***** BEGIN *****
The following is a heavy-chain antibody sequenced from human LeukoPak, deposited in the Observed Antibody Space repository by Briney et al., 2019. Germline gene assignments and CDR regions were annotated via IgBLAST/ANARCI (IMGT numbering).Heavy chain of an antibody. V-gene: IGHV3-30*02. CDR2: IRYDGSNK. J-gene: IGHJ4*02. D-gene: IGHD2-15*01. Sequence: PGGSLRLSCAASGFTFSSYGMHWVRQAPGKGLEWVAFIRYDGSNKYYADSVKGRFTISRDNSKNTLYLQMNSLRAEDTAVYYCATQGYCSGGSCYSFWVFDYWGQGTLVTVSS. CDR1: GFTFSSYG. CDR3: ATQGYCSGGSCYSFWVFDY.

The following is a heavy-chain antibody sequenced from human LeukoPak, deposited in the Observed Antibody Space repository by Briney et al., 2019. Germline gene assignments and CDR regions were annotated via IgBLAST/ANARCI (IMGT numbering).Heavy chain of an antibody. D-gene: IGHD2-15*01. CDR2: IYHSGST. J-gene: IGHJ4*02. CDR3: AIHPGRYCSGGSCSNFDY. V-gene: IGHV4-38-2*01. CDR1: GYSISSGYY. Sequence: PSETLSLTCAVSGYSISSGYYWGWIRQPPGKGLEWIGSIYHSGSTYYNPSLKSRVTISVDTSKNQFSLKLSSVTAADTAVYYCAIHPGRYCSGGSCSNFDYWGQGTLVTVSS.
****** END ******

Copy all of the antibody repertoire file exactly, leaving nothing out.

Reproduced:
The following is a heavy-chain antibody sequenced from human LeukoPak, deposited in the Observed Antibody Space repository by Briney et al., 2019. Germline gene assignments and CDR regions were annotated via IgBLAST/ANARCI (IMGT numbering).Heavy chain of an antibody. V-gene: IGHV3-30*02. CDR2: IRYDGSNK. J-gene: IGHJ4*02. D-gene: IGHD2-15*01. Sequence: PGGSLRLSCAASGFTFSSYGMHWVRQAPGKGLEWVAFIRYDGSNKYYADSVKGRFTISRDNSKNTLYLQMNSLRAEDTAVYYCATQGYCSGGSCYSFWVFDYWGQGTLVTVSS. CDR1: GFTFSSYG. CDR3: ATQGYCSGGSCYSFWVFDY.

The following is a heavy-chain antibody sequenced from human LeukoPak, deposited in the Observed Antibody Space repository by Briney et al., 2019. Germline gene assignments and CDR regions were annotated via IgBLAST/ANARCI (IMGT numbering).Heavy chain of an antibody. D-gene: IGHD2-15*01. CDR2: IYHSGST. J-gene: IGHJ4*02. CDR3: AIHPGRYCSGGSCSNFDY. V-gene: IGHV4-38-2*01. CDR1: GYSISSGYY. Sequence: PSETLSLTCAVSGYSISSGYYWGWIRQPPGKGLEWIGSIYHSGSTYYNPSLKSRVTISVDTSKNQFSLKLSSVTAADTAVYYCAIHPGRYCSGGSCSNFDYWGQGTLVTVSS.